• IDRA Newsletter • March 2014 •
IDRA has released a new report, College Bound and Determined, showing how the Pharr-San Juan Alamo school district in south Texas transformed itself from low achievement and low expectations to planning for all students to graduate from high school and college. In PSJA, transformation went beyond changing sobering graduation rates or even getting graduates into college. This school district changes how we think about college readiness.
This transformation has resulted in the district doubling the number of high school graduates, cutting dropout rates in half, and increasing college-going rates. In fact, half of the district’s students are earning college credit while still in high school.
“Our vision can be boiled down to the phrase, College3, meaning that all students will be College Ready, College Connected and will complete College,” said Dr. Daniel King, PSJA superintendent.
Earning a college degree is more important today than ever before, according to a new Pew Research Center report on the rising value of a college degree and the rising cost of not going to college. The study found that “college graduates outpace those with less education on virtually every measure of job satisfaction and career success.”
Pharr-San Juan-Alamo is on the U.S.-Mexico border. It is 99 percent Latino. And it is extremely poor, serving colonias in Texas. “But you notice that there is no deficit thinking and no excuses in this approach. There is no students-cannot-learn or parents-don’t-care or they-do-not-speak-English or we-can’t-do-it,-we-have-too-many-minorities, or they’re-not-college-material,” said Dr. María “Cuca” Robledo Montecel, IDRA President.
“Instead, at PSJA, you find thoughtful, data-based, coherent plans that connect K-12 with higher education and community to improve educational opportunities for all children,” said Dr. Robledo Montecel.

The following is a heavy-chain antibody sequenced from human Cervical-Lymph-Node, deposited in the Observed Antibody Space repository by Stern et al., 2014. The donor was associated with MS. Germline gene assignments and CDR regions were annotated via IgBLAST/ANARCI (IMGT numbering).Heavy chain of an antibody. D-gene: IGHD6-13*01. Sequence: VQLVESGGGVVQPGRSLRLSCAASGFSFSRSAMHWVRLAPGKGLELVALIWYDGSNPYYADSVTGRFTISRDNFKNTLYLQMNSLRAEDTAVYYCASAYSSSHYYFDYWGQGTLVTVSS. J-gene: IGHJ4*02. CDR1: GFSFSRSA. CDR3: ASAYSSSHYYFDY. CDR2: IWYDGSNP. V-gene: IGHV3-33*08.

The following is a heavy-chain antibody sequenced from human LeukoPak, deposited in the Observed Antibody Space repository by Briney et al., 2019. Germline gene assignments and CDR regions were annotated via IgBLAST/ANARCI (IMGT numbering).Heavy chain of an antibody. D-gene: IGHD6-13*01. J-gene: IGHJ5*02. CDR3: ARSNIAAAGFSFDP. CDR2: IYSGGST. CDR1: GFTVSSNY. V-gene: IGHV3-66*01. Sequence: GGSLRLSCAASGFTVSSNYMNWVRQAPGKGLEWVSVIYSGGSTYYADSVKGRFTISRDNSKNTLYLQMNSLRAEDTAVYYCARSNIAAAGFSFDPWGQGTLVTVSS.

With funding from TG Public Benefit (TG), IDRA examined data and conducted interviews with Dr. King, school principals, teachers, counselors and students to explore how PSJA has achieved the kind of success that it has. IDRA saw that PSJA’s vision and actions, clearly and independently aligned, with IDRA’s own vision for change: the Quality Schools Action Framework™. This change theory helps communities and educators assess a school’s conditions and outcomes and identify leverage points for improvement and informing action.
IDRA’s Quality Schools Action Framework focuses change on what research and experience say matters: parents as partners involved in consistent and meaningful ways, engaged students who know they belong in schools and are supported by caring adults, competent caring educators who are well-paid and supported in their work, and high quality curriculum that prepares students for 21st Century opportunities.
The parallels between the framework, IDRA’s vision and PSJA’s processes are numerous, showing that when students are valued and seen as solutions, similar paths rise and converge. College Bound and Determined describes PSJA’s changes using IDRA’s framework and ideas as organizing principles.
In contrast with Texas’ weakening of high school curriculum and institutionalizing a system of tracking many students into low-level and vocational courses, families want more for their children. Members of PTA Comunitarios in the Texas Rio Grande Valley recently urged the Texas State Board of Education to require the 4×4 higher level curriculum for all students, to support the PSJA model for all students to be prepared for college, saying “All of our children should be considered college-material and taught accordingly.” (The PTA Comunitario is IDRA’s model of family leadership in education that is based in the community.)
“In this publication we seek to make the case that all students deserve an equitable, excellent and college bound education. By using the Quality Schools Action Framework we tell the story of how one school district has brought that ideal closer to reality for all students,” added Dr. Robledo Montecel.
Comments and questions may be directed to IDRA via email at email@example.com.
[©2014, IDRA. This article originally appeared in the March 2014 IDRA Newsletter by the Intercultural Development Research Association. Permission to reproduce this article is granted provided the article is reprinted in its entirety and proper credit is given to IDRA and the author.]